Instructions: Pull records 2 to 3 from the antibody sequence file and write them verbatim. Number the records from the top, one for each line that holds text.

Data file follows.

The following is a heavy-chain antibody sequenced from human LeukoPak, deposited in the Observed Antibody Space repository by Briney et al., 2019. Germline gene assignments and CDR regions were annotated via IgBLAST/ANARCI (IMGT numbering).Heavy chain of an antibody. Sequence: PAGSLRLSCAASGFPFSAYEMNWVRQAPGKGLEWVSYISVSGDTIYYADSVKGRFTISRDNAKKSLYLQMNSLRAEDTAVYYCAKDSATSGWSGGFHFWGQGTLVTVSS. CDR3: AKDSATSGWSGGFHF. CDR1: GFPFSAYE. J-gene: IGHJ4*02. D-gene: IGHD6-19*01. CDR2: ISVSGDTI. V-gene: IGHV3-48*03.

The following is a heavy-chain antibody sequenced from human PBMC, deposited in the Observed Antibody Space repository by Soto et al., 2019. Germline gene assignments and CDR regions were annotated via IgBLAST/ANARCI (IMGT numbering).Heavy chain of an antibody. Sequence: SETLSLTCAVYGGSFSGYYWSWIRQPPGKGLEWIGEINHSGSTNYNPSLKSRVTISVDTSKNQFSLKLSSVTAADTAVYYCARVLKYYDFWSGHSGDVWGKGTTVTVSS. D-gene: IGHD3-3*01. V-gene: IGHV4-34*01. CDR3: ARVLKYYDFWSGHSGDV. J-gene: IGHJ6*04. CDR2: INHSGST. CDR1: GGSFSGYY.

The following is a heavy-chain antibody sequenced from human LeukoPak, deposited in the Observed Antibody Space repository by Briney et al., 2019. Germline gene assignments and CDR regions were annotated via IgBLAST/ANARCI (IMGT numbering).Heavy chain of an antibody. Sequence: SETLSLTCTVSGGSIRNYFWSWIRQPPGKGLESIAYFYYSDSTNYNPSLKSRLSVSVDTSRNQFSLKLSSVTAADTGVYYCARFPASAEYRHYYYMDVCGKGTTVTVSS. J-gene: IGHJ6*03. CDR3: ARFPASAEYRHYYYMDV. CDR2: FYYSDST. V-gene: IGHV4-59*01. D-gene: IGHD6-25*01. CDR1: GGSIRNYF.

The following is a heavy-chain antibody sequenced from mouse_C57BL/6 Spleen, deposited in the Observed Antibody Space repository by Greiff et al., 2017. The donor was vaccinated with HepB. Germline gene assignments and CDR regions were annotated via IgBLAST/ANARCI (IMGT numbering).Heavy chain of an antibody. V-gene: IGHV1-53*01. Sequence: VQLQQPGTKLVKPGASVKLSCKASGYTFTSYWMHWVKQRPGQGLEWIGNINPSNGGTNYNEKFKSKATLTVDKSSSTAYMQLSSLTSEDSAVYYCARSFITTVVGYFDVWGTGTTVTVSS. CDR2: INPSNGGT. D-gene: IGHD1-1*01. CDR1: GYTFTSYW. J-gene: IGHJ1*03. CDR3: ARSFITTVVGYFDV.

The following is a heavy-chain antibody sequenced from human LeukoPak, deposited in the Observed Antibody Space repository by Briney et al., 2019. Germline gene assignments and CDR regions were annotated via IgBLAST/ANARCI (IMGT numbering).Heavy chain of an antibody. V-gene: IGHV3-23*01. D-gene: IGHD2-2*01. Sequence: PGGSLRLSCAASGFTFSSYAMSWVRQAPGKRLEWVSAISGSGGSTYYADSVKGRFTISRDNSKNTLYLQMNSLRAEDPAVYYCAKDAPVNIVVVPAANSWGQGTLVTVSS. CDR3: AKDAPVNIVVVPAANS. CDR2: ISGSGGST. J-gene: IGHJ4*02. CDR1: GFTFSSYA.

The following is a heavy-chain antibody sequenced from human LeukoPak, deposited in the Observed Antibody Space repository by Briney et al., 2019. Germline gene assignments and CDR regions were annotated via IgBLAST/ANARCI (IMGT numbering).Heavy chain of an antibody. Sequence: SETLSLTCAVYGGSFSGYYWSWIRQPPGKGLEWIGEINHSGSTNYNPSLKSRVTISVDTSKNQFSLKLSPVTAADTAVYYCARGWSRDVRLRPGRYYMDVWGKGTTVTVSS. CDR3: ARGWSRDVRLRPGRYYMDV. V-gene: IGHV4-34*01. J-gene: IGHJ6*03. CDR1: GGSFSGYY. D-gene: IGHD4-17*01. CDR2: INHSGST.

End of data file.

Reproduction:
The following is a heavy-chain antibody sequenced from human PBMC, deposited in the Observed Antibody Space repository by Soto et al., 2019. Germline gene assignments and CDR regions were annotated via IgBLAST/ANARCI (IMGT numbering).Heavy chain of an antibody. Sequence: SETLSLTCAVYGGSFSGYYWSWIRQPPGKGLEWIGEINHSGSTNYNPSLKSRVTISVDTSKNQFSLKLSSVTAADTAVYYCARVLKYYDFWSGHSGDVWGKGTTVTVSS. D-gene: IGHD3-3*01. V-gene: IGHV4-34*01. CDR3: ARVLKYYDFWSGHSGDV. J-gene: IGHJ6*04. CDR2: INHSGST. CDR1: GGSFSGYY.

The following is a heavy-chain antibody sequenced from human LeukoPak, deposited in the Observed Antibody Space repository by Briney et al., 2019. Germline gene assignments and CDR regions were annotated via IgBLAST/ANARCI (IMGT numbering).Heavy chain of an antibody. Sequence: SETLSLTCTVSGGSIRNYFWSWIRQPPGKGLESIAYFYYSDSTNYNPSLKSRLSVSVDTSRNQFSLKLSSVTAADTGVYYCARFPASAEYRHYYYMDVCGKGTTVTVSS. J-gene: IGHJ6*03. CDR3: ARFPASAEYRHYYYMDV. CDR2: FYYSDST. V-gene: IGHV4-59*01. D-gene: IGHD6-25*01. CDR1: GGSIRNYF.